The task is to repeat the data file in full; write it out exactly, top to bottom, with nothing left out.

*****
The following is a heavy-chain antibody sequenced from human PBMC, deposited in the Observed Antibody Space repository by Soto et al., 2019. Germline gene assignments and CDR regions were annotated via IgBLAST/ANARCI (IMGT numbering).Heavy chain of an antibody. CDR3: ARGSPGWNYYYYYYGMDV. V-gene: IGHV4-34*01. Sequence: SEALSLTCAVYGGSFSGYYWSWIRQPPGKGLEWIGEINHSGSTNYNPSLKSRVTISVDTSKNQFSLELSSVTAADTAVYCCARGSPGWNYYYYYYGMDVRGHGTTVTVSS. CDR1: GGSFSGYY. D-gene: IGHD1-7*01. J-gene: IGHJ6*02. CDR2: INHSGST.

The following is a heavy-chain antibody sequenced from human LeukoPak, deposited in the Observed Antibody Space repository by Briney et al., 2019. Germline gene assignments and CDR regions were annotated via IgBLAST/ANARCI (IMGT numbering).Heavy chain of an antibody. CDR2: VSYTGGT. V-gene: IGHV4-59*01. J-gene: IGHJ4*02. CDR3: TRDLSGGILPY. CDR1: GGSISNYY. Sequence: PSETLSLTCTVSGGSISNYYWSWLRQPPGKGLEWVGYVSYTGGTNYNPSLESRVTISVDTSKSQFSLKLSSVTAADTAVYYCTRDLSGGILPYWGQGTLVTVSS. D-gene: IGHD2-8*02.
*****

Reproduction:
The following is a heavy-chain antibody sequenced from human PBMC, deposited in the Observed Antibody Space repository by Soto et al., 2019. Germline gene assignments and CDR regions were annotated via IgBLAST/ANARCI (IMGT numbering).Heavy chain of an antibody. CDR3: ARGSPGWNYYYYYYGMDV. V-gene: IGHV4-34*01. Sequence: SEALSLTCAVYGGSFSGYYWSWIRQPPGKGLEWIGEINHSGSTNYNPSLKSRVTISVDTSKNQFSLELSSVTAADTAVYCCARGSPGWNYYYYYYGMDVRGHGTTVTVSS. CDR1: GGSFSGYY. D-gene: IGHD1-7*01. J-gene: IGHJ6*02. CDR2: INHSGST.

The following is a heavy-chain antibody sequenced from human LeukoPak, deposited in the Observed Antibody Space repository by Briney et al., 2019. Germline gene assignments and CDR regions were annotated via IgBLAST/ANARCI (IMGT numbering).Heavy chain of an antibody. CDR2: VSYTGGT. V-gene: IGHV4-59*01. J-gene: IGHJ4*02. CDR3: TRDLSGGILPY. CDR1: GGSISNYY. Sequence: PSETLSLTCTVSGGSISNYYWSWLRQPPGKGLEWVGYVSYTGGTNYNPSLESRVTISVDTSKSQFSLKLSSVTAADTAVYYCTRDLSGGILPYWGQGTLVTVSS. D-gene: IGHD2-8*02.